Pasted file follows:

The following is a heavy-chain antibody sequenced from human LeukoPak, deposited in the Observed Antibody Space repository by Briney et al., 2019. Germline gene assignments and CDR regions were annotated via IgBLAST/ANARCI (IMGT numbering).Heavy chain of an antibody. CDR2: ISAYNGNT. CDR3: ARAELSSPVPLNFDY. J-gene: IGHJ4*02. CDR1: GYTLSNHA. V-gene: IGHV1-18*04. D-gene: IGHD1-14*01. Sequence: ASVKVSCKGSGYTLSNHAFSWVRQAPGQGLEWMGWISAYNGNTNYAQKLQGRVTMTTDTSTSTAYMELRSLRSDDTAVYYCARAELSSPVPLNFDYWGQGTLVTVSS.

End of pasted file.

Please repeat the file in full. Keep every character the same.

The following is a heavy-chain antibody sequenced from human LeukoPak, deposited in the Observed Antibody Space repository by Briney et al., 2019. Germline gene assignments and CDR regions were annotated via IgBLAST/ANARCI (IMGT numbering).Heavy chain of an antibody. CDR2: ISAYNGNT. CDR3: ARAELSSPVPLNFDY. J-gene: IGHJ4*02. CDR1: GYTLSNHA. V-gene: IGHV1-18*04. D-gene: IGHD1-14*01. Sequence: ASVKVSCKGSGYTLSNHAFSWVRQAPGQGLEWMGWISAYNGNTNYAQKLQGRVTMTTDTSTSTAYMELRSLRSDDTAVYYCARAELSSPVPLNFDYWGQGTLVTVSS.